Results 1 to 5 of 5

Thread: Astronauts Try Mixing Concrete in Space

  1. #1
    Join Date
    Jul 2003
    Posts
    27,989

    Astronauts Try Mixing Concrete in Space

    What sounds like a slap-stick comedy shtick is actually solid science. With so much of humanity’s space-faring future involving habitats, other structures, and a permanent presence on the Moon and Mars, mixing concrete in space is serious business. NASA has a program of study called MICS, (Microgravity Investigation of Cement Solidification) which is examining how …
    Continue reading "Astronauts Try Mixing Concrete in Space"
    The post Astronauts Try Mixing Concrete in Space appeared first on Universe Today.


    More...

  2. #2
    Join Date
    Sep 2003
    Posts
    12,865
    [Nit -- They actual made concrete from their ready-mix; not that they mixed concrete.] The brake tests that are sure to come will be interesting.
    We know time flies, we just can't see its wings.

  3. #3
    Join Date
    Apr 2011
    Location
    Norfolk UK and some of me is in Northern France
    Posts
    8,683
    Concrete is fascinating, at first guess gravity has little influence but electric fields do, and then fibres of course. It must be in mind for any long term space work, including new generation near space structures. There is a branch of concrete making where the dry powders are moulded and then steamed, it involves much less mass of water. In space you could just open a valve to vacuum to get the effect.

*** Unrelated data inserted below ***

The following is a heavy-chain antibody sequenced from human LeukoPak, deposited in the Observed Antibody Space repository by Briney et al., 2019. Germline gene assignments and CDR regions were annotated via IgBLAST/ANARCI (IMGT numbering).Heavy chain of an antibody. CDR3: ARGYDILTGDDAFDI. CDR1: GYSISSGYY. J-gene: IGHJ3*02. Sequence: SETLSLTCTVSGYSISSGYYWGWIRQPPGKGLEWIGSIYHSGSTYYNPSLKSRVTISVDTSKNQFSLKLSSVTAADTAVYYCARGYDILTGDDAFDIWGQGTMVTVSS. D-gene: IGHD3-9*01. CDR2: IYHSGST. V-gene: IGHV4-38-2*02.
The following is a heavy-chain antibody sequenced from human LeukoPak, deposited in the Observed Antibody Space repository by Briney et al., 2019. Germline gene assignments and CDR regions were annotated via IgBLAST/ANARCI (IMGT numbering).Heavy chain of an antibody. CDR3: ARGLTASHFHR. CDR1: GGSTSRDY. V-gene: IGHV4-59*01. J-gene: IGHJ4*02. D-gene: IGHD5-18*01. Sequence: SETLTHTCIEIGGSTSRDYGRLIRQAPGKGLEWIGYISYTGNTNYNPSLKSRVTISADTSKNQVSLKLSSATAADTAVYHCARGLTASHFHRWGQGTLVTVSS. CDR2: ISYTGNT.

sicut vis videre esto
    When we realize that patterns don't exist in the universe, they are a template that we hold to the universe to make sense of it, it all makes a lot more sense.
    Originally Posted by Ken G

  4. #4
    Join Date
    Jun 2015
    Location
    Houston
    Posts
    1,183
    Other than a vacuum, how does this experiment really test how the mixing/hardening will be affected on a gravitational body?

  5. #5
    Join Date
    Apr 2011
    Location
    Norfolk UK and some of me is in Northern France
    Posts
    8,683
    Quote Originally Posted by bknight View Post
    Other than a vacuum, how does this experiment really test how the mixing/hardening will be affected on a gravitational body?
    I guess you have to try. It would be foolish to assume, but I would guess the cement part would grow crystals just like on Earth, dominated by the shapes of the sand grains and additives which affect surface tension.
    sicut vis videre esto
    When we realize that patterns don't exist in the universe, they are a template that we hold to the universe to make sense of it, it all makes a lot more sense.
    Originally Posted by Ken G

Posting Permissions

  • You may not post new threads
  • You may not post replies
  • You may not post attachments
  • You may not edit your posts
  •